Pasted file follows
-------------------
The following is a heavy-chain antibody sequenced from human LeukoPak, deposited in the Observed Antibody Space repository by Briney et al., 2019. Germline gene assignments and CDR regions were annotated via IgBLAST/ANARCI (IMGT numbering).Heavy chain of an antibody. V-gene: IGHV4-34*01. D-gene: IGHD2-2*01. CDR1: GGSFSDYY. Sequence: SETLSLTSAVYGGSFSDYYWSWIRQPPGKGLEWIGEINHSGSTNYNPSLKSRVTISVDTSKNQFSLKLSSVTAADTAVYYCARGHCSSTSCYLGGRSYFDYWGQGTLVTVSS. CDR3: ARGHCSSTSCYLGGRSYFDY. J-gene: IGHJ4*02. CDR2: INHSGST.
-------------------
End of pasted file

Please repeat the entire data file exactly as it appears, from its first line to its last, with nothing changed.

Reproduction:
The following is a heavy-chain antibody sequenced from human LeukoPak, deposited in the Observed Antibody Space repository by Briney et al., 2019. Germline gene assignments and CDR regions were annotated via IgBLAST/ANARCI (IMGT numbering).Heavy chain of an antibody. V-gene: IGHV4-34*01. D-gene: IGHD2-2*01. CDR1: GGSFSDYY. Sequence: SETLSLTSAVYGGSFSDYYWSWIRQPPGKGLEWIGEINHSGSTNYNPSLKSRVTISVDTSKNQFSLKLSSVTAADTAVYYCARGHCSSTSCYLGGRSYFDYWGQGTLVTVSS. CDR3: ARGHCSSTSCYLGGRSYFDY. J-gene: IGHJ4*02. CDR2: INHSGST.